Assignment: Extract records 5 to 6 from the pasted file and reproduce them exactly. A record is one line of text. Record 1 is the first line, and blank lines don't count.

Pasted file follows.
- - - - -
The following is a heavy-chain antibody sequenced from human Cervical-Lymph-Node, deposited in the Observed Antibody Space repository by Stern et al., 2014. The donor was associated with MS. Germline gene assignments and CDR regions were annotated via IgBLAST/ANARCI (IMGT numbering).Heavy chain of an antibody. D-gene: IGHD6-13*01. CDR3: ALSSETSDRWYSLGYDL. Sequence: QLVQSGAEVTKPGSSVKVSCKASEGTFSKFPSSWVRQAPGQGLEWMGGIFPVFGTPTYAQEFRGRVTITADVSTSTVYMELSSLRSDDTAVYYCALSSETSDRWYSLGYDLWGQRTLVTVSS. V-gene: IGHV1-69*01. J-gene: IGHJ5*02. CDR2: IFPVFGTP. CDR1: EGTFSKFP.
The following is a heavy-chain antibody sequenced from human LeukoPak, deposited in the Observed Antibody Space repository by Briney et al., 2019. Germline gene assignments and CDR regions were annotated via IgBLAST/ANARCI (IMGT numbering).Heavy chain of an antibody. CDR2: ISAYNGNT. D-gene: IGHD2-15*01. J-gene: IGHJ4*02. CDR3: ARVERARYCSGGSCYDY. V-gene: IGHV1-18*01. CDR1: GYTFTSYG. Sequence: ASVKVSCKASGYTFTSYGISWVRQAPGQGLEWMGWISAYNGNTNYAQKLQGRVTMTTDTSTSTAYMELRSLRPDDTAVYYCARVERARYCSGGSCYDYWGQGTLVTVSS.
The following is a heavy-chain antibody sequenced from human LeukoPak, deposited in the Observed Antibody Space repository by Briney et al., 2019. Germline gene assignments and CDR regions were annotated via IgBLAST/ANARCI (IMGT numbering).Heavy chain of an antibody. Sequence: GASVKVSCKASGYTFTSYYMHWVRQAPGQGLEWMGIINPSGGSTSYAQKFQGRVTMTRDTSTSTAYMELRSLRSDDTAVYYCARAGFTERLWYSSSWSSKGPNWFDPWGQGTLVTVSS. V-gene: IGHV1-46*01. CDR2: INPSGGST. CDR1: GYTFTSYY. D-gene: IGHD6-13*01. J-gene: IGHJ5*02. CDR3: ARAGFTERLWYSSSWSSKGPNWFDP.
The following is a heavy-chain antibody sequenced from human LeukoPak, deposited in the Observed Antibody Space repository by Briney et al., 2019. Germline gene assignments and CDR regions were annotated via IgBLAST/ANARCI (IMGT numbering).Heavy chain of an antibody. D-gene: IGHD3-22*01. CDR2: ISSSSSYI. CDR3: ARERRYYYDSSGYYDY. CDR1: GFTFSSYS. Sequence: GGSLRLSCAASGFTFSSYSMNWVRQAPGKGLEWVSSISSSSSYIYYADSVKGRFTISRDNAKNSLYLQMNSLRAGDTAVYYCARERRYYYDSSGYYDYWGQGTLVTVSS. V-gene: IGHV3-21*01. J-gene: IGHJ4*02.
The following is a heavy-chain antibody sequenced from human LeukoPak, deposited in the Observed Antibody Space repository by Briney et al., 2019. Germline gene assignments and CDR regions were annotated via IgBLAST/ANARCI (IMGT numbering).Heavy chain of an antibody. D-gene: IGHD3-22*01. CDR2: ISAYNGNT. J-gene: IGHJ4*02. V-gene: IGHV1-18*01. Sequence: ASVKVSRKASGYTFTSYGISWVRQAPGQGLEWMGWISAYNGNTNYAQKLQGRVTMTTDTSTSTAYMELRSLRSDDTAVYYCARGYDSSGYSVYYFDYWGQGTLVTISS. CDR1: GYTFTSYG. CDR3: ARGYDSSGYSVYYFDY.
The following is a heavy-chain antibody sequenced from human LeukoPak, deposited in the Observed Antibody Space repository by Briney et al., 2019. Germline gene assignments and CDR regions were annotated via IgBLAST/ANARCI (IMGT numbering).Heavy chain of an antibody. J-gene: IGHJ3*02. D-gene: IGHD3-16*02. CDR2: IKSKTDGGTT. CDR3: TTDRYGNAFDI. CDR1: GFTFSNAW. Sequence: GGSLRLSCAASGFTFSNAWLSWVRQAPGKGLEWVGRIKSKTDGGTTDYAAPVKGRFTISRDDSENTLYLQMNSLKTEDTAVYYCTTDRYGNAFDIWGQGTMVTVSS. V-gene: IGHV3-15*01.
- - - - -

The following is a heavy-chain antibody sequenced from human LeukoPak, deposited in the Observed Antibody Space repository by Briney et al., 2019. Germline gene assignments and CDR regions were annotated via IgBLAST/ANARCI (IMGT numbering).Heavy chain of an antibody. D-gene: IGHD3-22*01. CDR2: ISAYNGNT. J-gene: IGHJ4*02. V-gene: IGHV1-18*01. Sequence: ASVKVSRKASGYTFTSYGISWVRQAPGQGLEWMGWISAYNGNTNYAQKLQGRVTMTTDTSTSTAYMELRSLRSDDTAVYYCARGYDSSGYSVYYFDYWGQGTLVTISS. CDR1: GYTFTSYG. CDR3: ARGYDSSGYSVYYFDY.
The following is a heavy-chain antibody sequenced from human LeukoPak, deposited in the Observed Antibody Space repository by Briney et al., 2019. Germline gene assignments and CDR regions were annotated via IgBLAST/ANARCI (IMGT numbering).Heavy chain of an antibody. J-gene: IGHJ3*02. D-gene: IGHD3-16*02. CDR2: IKSKTDGGTT. CDR3: TTDRYGNAFDI. CDR1: GFTFSNAW. Sequence: GGSLRLSCAASGFTFSNAWLSWVRQAPGKGLEWVGRIKSKTDGGTTDYAAPVKGRFTISRDDSENTLYLQMNSLKTEDTAVYYCTTDRYGNAFDIWGQGTMVTVSS. V-gene: IGHV3-15*01.